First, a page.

Filed under: Africa, Capitalism, Developing Nations, Free Markets, Freedom, History | Tags: Cell Phones, Changing Africa, Leon Luow
President Obama spoke on Sunday in Kenya about Africa’s bleak history, referencing the racism his grandfather faced as a cook for the British during the colonial era, and the ethnic violence that erupted after a disputed election in 2007. He urged Africans to build stronger and more tolerant democracies. Graft, he said, is “not something that is just fixed by laws, or that any one person can fix. It requires a commitment by the entire nation—leaders and citizens—to change habits and change culture.
What does this have to do with rather primitive cell phones? It’s that modern cell phones are now common in Africa. You may see a Masai tribesman in the remotest part of Africa, herding goats in his red blanket, talking on a cell phone. Poverty is being eliminated, life expectancy is longer, and trade and investment are changing Africa. Leon Louw urges more “exploitation.” More people buying things from Africa, investing in Africa and employing people in Africa. Yet the assumption is that poverty is increasing, while the opposite is the case, and should be celebrated.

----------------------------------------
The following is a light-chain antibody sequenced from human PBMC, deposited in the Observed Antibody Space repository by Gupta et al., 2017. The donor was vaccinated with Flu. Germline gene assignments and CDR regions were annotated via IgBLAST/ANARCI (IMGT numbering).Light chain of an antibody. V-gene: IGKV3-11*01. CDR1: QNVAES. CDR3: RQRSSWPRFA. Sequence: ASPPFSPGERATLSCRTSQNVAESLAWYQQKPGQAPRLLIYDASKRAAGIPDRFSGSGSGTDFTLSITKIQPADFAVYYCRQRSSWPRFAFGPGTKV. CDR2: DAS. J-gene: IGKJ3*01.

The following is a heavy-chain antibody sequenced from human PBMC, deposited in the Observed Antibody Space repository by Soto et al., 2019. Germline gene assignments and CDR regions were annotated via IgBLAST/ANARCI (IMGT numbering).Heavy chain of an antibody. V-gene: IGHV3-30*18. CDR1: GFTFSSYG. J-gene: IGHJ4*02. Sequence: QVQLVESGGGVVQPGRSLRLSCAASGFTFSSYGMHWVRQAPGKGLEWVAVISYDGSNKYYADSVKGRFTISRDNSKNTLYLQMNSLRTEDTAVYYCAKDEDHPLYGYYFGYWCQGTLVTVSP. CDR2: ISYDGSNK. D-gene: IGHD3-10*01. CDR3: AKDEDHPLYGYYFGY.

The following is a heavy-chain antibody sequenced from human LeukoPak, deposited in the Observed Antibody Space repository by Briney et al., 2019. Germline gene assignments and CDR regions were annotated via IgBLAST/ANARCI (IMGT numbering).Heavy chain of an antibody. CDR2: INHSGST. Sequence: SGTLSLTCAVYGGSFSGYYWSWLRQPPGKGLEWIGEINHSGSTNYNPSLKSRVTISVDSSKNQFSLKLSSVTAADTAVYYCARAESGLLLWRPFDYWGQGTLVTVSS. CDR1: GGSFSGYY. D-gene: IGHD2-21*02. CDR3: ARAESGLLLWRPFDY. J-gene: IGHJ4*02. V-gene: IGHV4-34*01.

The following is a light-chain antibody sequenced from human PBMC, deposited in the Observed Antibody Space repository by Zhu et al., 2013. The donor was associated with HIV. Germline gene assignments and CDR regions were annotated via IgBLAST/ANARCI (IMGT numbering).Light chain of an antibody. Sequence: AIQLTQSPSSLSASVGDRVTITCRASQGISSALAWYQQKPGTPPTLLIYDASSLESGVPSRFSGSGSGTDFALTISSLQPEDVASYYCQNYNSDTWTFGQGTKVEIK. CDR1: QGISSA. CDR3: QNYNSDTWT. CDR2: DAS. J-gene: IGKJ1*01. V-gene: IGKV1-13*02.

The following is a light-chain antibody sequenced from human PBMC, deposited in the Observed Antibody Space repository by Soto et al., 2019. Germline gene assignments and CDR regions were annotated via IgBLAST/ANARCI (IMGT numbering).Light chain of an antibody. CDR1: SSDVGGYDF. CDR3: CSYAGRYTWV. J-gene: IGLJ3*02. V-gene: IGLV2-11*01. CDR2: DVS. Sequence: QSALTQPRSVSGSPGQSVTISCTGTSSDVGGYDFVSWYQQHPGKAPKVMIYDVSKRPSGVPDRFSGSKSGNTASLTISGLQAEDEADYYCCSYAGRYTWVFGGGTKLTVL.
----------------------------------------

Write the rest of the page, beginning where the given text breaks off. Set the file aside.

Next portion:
If you have not watched the 9 minute video below, you can see the important part about eliminating poverty and the proliferation of cell phones at about 9: 30, and the potential difference that BitCoin may make. Mr. Obama’s advisors did not prepare him for recognizing the advances that Africa has made.
Last time he made a speech in Africa, Obama told the people that they couldn’t all have cars and air-conditioners or the oceans would boil over.
Time and technology move on, and change the world.
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